For a second straight day, opposition protesters erected burning roadblocks and shattered windows in a section of Haiti’s capital on Tuesday to press for new elections less than a week before a January 24 presidential and legislative runoff.
A few thousand people joined the demonstration in downtown Port-au-Prince, marching through narrow streets and occasionally chanting: “The revolution has started, get your gun ready.” Young men threw rocks, smashing windshields and the windows of a bank. They also overturned vendors’ stalls to block law enforcement vehicles.
Associated Press journalists saw one injured protester with what appeared to be a bullet wound. Demonstrators said a police officer shot him in the leg, but the details were unclear. At least one law enforcer was wounded by a hurled rock that hit his head.
Campaigning for Haiti’s presidential runoff kicked off earlier this month, but only government-backed candidate Jovenel Moise is participating. Opposition presidential candidate Jude Celestin is boycotting the Jan. 24 vote, arguing he has no chance to win because the deck is stacked against him by Haiti’s electoral machinery and interference by the international community.
Celestin leads an opposition alliance alleging “massive fraud” in favor of Moise, outgoing President Michel Martelly’s chosen successor. Moise won nearly 33 percent of the vote in the disputed Oct. 25 first round that was endorsed by international monitors.
Ernest Casseus, an unemployed 57-year-old from a neighborhood of concrete shacks and trash-strewn streets, insisted that the runoff had to be postponed to protect democracy in the nation that has endured coups and dictatorships for most of its history.
“It’s like a football game: You need two teams to play or you have no finals. A presidential election with one candidate is crazy and will only result in chaos,” he said.
The Haitian National Police dispersed the demonstrators with tear gas before they arrived at Haiti’s Parliament, where senators were discussing a resolution to potentially postpone Sunday’s vote and set up a verification commission. Lawmakers in Haiti’s upper house expect to vote on the matter Wednesday.
Overcoming electoral impasse
Haiti’s influential Chamber of Commerce issued a Tuesday statement saying it was concerned about the electoral crisis and called for a recent special commission’s recommendations to be adopted, including the redesign of Haiti’s Provisional Electoral Council.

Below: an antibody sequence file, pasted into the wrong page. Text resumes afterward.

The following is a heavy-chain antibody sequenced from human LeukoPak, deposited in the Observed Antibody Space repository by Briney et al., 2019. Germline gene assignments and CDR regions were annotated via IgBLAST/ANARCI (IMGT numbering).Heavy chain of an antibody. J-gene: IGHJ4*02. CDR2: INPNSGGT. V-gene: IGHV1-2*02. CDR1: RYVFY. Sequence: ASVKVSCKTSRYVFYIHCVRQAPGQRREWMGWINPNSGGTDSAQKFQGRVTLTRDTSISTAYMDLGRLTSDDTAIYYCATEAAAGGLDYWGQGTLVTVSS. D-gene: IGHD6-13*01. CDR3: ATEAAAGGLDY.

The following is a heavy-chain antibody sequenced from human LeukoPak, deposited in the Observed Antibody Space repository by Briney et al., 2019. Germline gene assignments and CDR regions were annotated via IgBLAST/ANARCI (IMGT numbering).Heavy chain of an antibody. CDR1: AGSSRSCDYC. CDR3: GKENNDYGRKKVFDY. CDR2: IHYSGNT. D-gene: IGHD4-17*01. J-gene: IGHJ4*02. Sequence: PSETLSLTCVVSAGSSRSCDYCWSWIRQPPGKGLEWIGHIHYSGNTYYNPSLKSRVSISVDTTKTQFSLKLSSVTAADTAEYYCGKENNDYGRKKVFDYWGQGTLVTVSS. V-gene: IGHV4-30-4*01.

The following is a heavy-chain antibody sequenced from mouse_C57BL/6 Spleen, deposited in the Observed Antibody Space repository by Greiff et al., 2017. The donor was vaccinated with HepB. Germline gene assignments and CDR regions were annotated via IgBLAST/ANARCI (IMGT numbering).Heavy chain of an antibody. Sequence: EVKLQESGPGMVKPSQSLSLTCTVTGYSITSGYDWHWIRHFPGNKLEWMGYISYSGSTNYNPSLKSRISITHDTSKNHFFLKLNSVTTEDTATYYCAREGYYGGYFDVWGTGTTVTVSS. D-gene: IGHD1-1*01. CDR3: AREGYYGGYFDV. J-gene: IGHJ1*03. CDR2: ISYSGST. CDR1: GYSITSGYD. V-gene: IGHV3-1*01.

But outgoing President Michel Martelly told reporters at a conference of visiting foreign ministers that he was ready to vote Sunday and would ensure that security was in place to ensure safe balloting for citizens. Martelly, who is barred from seeking a consecutive term and is due to leave office Feb. 7, argues that the opposition has spread unsubstantiated allegations about “massive fraud” to improve their chances at gaining power.
Electoral council authorities also insist that the vote will take place as scheduled. They have said Celestin’s name and photo will appear on ballots because he never officially withdrew from the race.
The United Nations, the United States and the Organization of American States have said they support holding the final round this month so a transfer of power to a new leader can take place by the Feb. 7 constitutional deadline.
Over 40 Haitian-American groups and various community leaders wrote to U.S. Secretary of State John Kerry criticizing the “unhelpful role the State Department has been playing in Haiti’s election crisis.” They called on Washington to support a Haitian-led investigation into alleged electoral fraud.
The OAS observer mission in Haiti issued a statement urging Haiti’s political players to “find a meaningful solution” to the electoral impasse.
Date created : 2016-01-20